If you hear him speak publicly he will almost always say "My name is Richard Fragomeni, I am a priest of the Albany diocese." Which he is, even if he has not lived here for a long time.

Sorry for my Albanian departure there.

Having been involved with funeral ministry and working in a parish office, I know how much people want to change up the liturgy, even if it is just a little. I know that where I work, he has a gentle but firm approach to what is appropriate. It is hard when people are in grief. It must be harder when the family is like this one.

That said, Eunice Kennedy Shriver was an amazing woman. Catholic Sensibility had a post about the near silence of the Catholic blogosphere about her, but here you are with a post.

Rest in peace Eunice! Angels speed her to paradise.

Fran

ConcordPastor said...

In response to various "Anonymous" comments above:

Of course, the rite invites and encourages the participation of family in preparing the funeral Mass and that's certainly a priority in my own parish. What the rite doesn't invite is anyone's rewriting the purpose of the ritual or the ritual itself.

There are a number of opportunities over the course of the several rites involved in the liturgy of Christian burial when family members are welcome to speak - the time in the funeral Mass is but one moment and it servers the liturgy best when it observers some guidelines.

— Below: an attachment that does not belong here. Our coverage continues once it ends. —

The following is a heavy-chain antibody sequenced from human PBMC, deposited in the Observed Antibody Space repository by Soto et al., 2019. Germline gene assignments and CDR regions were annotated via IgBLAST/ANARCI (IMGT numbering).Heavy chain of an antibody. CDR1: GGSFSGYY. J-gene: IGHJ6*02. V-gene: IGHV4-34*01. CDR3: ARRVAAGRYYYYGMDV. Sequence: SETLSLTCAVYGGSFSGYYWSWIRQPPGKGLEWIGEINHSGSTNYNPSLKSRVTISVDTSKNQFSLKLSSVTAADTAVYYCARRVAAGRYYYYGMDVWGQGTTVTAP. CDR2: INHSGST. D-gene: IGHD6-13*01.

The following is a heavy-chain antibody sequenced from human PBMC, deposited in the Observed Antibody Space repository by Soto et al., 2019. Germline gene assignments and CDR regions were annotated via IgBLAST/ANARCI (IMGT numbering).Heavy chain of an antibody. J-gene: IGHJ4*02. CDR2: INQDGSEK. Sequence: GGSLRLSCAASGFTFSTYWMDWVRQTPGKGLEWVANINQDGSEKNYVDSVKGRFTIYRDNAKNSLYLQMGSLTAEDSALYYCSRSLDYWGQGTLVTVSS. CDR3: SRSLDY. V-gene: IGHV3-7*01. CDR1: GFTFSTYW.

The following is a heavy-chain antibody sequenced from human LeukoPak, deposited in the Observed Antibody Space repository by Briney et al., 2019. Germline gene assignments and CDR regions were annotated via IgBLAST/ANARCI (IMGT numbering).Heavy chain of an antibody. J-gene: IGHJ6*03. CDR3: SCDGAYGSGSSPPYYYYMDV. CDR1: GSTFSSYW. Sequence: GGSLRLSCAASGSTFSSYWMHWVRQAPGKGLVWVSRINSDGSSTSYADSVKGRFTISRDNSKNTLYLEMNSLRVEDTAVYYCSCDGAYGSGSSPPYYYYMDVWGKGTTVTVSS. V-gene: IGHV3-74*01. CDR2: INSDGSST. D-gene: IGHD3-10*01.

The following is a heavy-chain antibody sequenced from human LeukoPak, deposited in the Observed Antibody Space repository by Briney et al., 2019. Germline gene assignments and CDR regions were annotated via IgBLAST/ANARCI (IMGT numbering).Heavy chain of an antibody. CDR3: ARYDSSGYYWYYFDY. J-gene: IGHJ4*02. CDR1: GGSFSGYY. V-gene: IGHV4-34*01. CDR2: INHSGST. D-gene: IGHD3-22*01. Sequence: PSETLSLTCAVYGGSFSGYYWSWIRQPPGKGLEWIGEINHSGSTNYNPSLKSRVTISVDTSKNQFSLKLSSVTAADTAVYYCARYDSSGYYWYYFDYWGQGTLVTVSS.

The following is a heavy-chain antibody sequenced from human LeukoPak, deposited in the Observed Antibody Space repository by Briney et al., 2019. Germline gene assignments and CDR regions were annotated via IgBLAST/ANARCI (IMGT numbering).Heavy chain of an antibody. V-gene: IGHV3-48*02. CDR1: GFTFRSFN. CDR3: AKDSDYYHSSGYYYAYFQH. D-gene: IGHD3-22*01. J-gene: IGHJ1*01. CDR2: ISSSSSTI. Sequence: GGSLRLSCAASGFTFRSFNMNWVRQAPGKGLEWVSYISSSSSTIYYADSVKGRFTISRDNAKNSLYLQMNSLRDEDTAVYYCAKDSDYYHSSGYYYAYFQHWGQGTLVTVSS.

Long before Mrs. Shriver's funeral Mass, in fact at least a week before she died the news was alive with reports of all the good work she had done in so many ways and especially through through the Special Olympics. That news was not waiting for the funeral Mass for broadcasting.

Anonymous said...

I don't know what you are so upset about? The vast majority of people are out and about all day working and living life not watching a televised funeral. If they see any of the funeral it most likely will be snippets on the news containing a portion of the Mass when her daughter Maria addressed the mourners. Respectful variations are better than some of the formulaic funerals I have attended in Catholic Churches where the presiding priest did not even mention the deceased by name or acknowledge the surviving family members.